‘Premium Friday’ campaign to give overworked Japanese more free time doesn’t appear to be working
Premium Friday was Japan’s latest bid to tackle two perennial problems – sluggish consumer spending and notoriously long working hours
Launched to considerable fanfare in February, Premium Friday is in danger of fizzling out as smaller companies realise they cannot afford to give their staff extra time off and workers choose to save their money rather than splash out.
One of a number of labour-related initiatives from the government, Premium Friday was designed to improve the work-life balance of the Japanese public and reduce stress from overwork. At the same time, bureaucrats hoped that more free time on one Friday every month would encourage people to shop, dine out, drink and date.
Their reasoning even stretched to a boost in the nation’s declining birth rate after romantic Friday evenings.
And while six months is insufficient time to determine whether that particular hope has been met, critics say Premium Friday cannot solve all the problems associated with Japan’s work culture.
“The concept is positive, but a couple of hours off on a Friday once a month is not nearly enough to achieve the big plans the government apparently had,” said Makoto Watanabe, an associate professor of communications and media at Hokkaido Bunkyo University.
“The public and the economy both need far more dramatic reforms to working lifestyles for there to be an appreciable effect.”
More effective reforms would include genuine equality in the workplace for women that enabled them to build careers at the same time as being able to have children, he said.
And the situation is arguably worse in the rural parts of Japan or smaller cities, said Watanabe, where regional economies are not able to grow at the same rate as in the cities and where young people and couples choose to save their money for the future rather than blowing it on Premium Friday.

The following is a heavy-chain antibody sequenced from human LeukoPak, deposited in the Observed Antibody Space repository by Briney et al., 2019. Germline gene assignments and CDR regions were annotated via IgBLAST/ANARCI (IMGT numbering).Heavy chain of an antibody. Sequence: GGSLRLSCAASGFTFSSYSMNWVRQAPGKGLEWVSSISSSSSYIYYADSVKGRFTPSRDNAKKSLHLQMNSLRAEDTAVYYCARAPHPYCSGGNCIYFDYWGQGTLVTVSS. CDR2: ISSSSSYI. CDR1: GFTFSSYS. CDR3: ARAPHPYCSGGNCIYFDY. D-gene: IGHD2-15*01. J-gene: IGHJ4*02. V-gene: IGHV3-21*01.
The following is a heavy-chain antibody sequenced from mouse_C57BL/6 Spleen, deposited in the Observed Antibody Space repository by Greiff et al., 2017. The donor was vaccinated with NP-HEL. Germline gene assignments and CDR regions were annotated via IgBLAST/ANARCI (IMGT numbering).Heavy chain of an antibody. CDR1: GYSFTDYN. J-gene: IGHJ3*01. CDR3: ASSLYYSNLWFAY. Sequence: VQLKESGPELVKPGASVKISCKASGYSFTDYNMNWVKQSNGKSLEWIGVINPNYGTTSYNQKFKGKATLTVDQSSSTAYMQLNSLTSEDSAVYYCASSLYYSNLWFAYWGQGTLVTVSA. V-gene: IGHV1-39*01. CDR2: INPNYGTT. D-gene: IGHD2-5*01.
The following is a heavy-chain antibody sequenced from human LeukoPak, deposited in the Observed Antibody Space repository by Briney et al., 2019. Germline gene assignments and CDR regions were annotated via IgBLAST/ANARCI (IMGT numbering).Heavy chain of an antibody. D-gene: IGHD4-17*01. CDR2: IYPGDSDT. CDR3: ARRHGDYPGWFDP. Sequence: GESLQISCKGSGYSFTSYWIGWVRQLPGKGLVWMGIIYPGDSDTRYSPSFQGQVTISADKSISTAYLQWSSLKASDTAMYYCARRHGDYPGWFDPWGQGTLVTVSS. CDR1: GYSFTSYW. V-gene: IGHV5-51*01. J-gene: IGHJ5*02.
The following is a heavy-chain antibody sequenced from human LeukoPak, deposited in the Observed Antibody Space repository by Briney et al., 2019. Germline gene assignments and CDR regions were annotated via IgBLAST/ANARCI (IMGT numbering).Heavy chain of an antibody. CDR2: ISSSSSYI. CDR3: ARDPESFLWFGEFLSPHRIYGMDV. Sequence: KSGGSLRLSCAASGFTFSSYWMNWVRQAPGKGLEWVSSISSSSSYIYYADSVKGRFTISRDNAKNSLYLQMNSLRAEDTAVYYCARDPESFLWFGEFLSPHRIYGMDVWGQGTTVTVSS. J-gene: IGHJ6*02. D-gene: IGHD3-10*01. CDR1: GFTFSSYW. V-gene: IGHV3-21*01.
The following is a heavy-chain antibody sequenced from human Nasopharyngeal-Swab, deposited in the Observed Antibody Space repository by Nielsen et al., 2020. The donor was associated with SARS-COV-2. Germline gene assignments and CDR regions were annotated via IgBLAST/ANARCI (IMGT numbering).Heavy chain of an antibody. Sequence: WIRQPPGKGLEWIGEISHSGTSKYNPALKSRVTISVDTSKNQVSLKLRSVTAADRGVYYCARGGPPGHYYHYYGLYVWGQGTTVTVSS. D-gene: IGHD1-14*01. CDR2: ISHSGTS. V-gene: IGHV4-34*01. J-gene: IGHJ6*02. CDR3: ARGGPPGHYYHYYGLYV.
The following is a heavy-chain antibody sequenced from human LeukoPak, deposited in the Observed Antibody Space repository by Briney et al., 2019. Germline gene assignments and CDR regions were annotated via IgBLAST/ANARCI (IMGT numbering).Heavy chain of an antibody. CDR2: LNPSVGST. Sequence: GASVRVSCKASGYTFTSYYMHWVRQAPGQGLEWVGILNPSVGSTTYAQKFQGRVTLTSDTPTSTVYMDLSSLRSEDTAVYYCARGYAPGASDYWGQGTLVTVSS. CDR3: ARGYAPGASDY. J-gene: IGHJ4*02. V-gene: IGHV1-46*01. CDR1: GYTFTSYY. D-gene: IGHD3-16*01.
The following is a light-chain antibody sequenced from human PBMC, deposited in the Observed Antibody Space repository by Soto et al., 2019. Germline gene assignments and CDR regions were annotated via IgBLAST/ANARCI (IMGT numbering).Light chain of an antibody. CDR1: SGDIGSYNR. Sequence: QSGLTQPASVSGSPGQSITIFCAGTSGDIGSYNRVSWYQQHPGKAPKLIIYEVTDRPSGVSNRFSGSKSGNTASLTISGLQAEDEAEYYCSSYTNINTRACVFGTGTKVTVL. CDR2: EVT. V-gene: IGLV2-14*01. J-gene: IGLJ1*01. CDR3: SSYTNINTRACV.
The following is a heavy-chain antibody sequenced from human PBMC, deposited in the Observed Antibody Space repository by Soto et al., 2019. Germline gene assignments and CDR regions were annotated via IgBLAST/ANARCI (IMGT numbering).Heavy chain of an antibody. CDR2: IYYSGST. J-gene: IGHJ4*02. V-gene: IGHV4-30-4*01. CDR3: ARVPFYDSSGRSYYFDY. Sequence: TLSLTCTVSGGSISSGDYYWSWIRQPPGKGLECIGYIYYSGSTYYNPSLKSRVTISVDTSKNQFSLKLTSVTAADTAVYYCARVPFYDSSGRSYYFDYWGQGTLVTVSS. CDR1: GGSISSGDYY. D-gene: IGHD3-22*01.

“The economy is weak, wages have not risen significantly in a decade and, in many cases, people are worried about their jobs, so they are being careful with their spending,” he said.
After an initial burst of enthusiasm for Premium Friday, retailers say spending is tailing off. Operators of department stores and theme parks told Jiji Press that significant and prolonged spending has failed to materialise, although restaurants and bars say they have seen more customers.
Part of the problem, critics suggest, is that the additional half-day off comes at the end of the month, when many companies are attempting to wrap up their business and staff are too busy to clock out early.
According to the Ministry of Economy, Trade and Industry, just over 500 companies have signed up to the initiative and are actively encouraging their employees to leave early once a month. Most are larger companies that can absorb a temporary personnel shortage. Smaller firms are less able to grant employees that freedom.
Yet others are optimistic that the concept could catch on with workers and – gradually – change attitudes towards work here.
“I think that companies are taking it on board, although it must be pointed out that they are under strong pressure from the government,” said Martin Schulz, senior economist with the Fujitsu Research Institute.
“My company has signs up reminding people to take time off when Premium Friday comes around and I feel that the streets around the office are more crowded and busy on that day, so I would say it is having an effect,” he said.
“But I do believe that it will take a long time for attitudes towards work and workplace traditions to change completely.”